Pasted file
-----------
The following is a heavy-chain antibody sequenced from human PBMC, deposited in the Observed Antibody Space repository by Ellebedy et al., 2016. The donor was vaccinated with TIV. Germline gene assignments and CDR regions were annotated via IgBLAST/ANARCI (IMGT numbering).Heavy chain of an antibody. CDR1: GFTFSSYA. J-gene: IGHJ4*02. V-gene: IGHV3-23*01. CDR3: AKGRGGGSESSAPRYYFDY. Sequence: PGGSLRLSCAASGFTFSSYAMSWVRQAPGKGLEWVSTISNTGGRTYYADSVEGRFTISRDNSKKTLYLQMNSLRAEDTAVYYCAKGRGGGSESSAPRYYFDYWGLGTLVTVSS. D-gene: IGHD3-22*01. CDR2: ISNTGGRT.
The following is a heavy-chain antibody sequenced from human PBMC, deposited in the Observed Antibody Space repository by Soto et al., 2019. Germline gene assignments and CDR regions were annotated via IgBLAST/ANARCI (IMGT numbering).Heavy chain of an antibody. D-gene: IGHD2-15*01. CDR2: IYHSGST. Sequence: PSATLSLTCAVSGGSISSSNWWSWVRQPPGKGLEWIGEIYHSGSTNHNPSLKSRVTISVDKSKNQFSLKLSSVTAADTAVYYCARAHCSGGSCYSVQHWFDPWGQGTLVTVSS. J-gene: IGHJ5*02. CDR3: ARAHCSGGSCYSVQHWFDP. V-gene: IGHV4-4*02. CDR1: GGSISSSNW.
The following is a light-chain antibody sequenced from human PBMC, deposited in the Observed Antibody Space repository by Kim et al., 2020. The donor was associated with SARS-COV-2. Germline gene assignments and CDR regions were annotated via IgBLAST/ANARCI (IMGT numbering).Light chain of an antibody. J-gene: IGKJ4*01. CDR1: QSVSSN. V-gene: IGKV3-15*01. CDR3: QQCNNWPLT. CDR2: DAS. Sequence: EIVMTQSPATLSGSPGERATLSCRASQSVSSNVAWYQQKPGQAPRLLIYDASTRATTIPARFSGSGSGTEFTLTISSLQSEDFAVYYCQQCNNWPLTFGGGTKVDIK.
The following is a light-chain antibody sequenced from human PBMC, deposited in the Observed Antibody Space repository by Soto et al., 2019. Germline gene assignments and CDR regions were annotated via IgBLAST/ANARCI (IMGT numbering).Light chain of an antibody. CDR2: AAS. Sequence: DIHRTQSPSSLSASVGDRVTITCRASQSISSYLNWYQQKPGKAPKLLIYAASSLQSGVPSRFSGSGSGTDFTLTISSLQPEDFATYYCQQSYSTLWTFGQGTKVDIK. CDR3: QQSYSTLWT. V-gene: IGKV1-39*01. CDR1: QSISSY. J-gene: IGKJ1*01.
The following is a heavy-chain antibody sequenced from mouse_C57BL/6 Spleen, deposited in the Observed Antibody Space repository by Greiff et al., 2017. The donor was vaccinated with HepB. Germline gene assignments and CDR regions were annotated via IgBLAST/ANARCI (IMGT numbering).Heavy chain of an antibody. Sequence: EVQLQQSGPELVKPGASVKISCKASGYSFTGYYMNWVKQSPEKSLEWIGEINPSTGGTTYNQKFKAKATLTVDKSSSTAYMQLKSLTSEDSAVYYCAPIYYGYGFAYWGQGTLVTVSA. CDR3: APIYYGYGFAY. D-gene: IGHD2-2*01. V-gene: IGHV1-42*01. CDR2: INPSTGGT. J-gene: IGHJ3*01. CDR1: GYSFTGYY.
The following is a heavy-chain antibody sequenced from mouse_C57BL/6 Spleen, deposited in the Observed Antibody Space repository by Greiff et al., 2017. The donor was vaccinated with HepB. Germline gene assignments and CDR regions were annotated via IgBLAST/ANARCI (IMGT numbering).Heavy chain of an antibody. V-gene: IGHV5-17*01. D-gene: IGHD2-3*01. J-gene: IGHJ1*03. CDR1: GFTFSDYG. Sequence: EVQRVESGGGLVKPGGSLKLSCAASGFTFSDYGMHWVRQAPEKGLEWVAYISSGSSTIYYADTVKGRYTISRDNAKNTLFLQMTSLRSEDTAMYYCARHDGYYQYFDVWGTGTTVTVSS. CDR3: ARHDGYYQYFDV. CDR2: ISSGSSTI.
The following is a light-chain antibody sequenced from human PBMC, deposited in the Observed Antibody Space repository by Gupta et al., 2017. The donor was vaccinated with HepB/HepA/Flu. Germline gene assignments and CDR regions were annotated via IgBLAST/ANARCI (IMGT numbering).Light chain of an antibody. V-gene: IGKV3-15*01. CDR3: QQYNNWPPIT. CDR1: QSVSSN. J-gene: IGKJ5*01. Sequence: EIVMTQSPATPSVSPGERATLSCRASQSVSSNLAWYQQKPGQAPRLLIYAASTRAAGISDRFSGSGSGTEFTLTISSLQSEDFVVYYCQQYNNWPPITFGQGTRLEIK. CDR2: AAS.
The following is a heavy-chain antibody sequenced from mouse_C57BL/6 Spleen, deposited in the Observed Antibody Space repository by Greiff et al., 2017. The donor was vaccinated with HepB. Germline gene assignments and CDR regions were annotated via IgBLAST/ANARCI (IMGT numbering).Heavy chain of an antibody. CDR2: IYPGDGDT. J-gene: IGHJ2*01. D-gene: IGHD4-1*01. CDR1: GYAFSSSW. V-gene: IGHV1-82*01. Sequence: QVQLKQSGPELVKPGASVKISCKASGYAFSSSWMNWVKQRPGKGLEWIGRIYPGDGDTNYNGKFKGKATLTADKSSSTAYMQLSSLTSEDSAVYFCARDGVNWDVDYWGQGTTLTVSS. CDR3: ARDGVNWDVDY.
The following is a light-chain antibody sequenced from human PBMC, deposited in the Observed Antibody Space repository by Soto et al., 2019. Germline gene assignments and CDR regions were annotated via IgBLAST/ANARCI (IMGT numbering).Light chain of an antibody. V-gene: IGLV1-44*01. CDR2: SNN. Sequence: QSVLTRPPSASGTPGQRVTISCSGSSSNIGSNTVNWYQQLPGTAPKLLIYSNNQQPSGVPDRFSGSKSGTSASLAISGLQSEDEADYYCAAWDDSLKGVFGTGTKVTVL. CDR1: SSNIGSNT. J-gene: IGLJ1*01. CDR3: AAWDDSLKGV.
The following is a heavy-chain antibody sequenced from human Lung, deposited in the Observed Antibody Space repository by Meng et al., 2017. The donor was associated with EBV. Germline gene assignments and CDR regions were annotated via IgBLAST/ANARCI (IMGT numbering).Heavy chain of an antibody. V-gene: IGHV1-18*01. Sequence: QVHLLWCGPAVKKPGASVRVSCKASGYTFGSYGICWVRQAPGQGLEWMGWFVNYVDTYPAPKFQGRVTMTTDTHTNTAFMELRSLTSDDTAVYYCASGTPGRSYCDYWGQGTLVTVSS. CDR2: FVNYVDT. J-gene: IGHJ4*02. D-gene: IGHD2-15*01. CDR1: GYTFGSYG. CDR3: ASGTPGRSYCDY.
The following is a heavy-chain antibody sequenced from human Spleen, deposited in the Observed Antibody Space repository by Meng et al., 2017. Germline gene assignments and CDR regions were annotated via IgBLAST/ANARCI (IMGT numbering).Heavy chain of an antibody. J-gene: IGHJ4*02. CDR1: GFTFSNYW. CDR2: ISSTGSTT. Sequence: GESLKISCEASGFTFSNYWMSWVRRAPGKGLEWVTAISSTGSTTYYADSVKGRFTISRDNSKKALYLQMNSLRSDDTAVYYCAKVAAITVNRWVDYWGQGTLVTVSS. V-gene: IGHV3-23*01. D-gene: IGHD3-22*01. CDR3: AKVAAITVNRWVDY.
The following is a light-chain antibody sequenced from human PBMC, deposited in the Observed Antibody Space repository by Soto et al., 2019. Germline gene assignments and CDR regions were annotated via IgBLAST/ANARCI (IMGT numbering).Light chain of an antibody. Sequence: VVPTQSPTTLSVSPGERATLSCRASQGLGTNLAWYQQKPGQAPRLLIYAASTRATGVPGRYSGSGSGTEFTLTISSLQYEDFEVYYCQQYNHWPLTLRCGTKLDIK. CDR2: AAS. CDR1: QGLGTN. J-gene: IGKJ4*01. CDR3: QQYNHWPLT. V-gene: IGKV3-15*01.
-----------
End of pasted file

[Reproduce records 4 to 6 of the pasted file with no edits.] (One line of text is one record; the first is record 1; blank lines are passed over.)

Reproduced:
The following is a light-chain antibody sequenced from human PBMC, deposited in the Observed Antibody Space repository by Soto et al., 2019. Germline gene assignments and CDR regions were annotated via IgBLAST/ANARCI (IMGT numbering).Light chain of an antibody. CDR2: AAS. Sequence: DIHRTQSPSSLSASVGDRVTITCRASQSISSYLNWYQQKPGKAPKLLIYAASSLQSGVPSRFSGSGSGTDFTLTISSLQPEDFATYYCQQSYSTLWTFGQGTKVDIK. CDR3: QQSYSTLWT. V-gene: IGKV1-39*01. CDR1: QSISSY. J-gene: IGKJ1*01.
The following is a heavy-chain antibody sequenced from mouse_C57BL/6 Spleen, deposited in the Observed Antibody Space repository by Greiff et al., 2017. The donor was vaccinated with HepB. Germline gene assignments and CDR regions were annotated via IgBLAST/ANARCI (IMGT numbering).Heavy chain of an antibody. Sequence: EVQLQQSGPELVKPGASVKISCKASGYSFTGYYMNWVKQSPEKSLEWIGEINPSTGGTTYNQKFKAKATLTVDKSSSTAYMQLKSLTSEDSAVYYCAPIYYGYGFAYWGQGTLVTVSA. CDR3: APIYYGYGFAY. D-gene: IGHD2-2*01. V-gene: IGHV1-42*01. CDR2: INPSTGGT. J-gene: IGHJ3*01. CDR1: GYSFTGYY.
The following is a heavy-chain antibody sequenced from mouse_C57BL/6 Spleen, deposited in the Observed Antibody Space repository by Greiff et al., 2017. The donor was vaccinated with HepB. Germline gene assignments and CDR regions were annotated via IgBLAST/ANARCI (IMGT numbering).Heavy chain of an antibody. V-gene: IGHV5-17*01. D-gene: IGHD2-3*01. J-gene: IGHJ1*03. CDR1: GFTFSDYG. Sequence: EVQRVESGGGLVKPGGSLKLSCAASGFTFSDYGMHWVRQAPEKGLEWVAYISSGSSTIYYADTVKGRYTISRDNAKNTLFLQMTSLRSEDTAMYYCARHDGYYQYFDVWGTGTTVTVSS. CDR3: ARHDGYYQYFDV. CDR2: ISSGSSTI.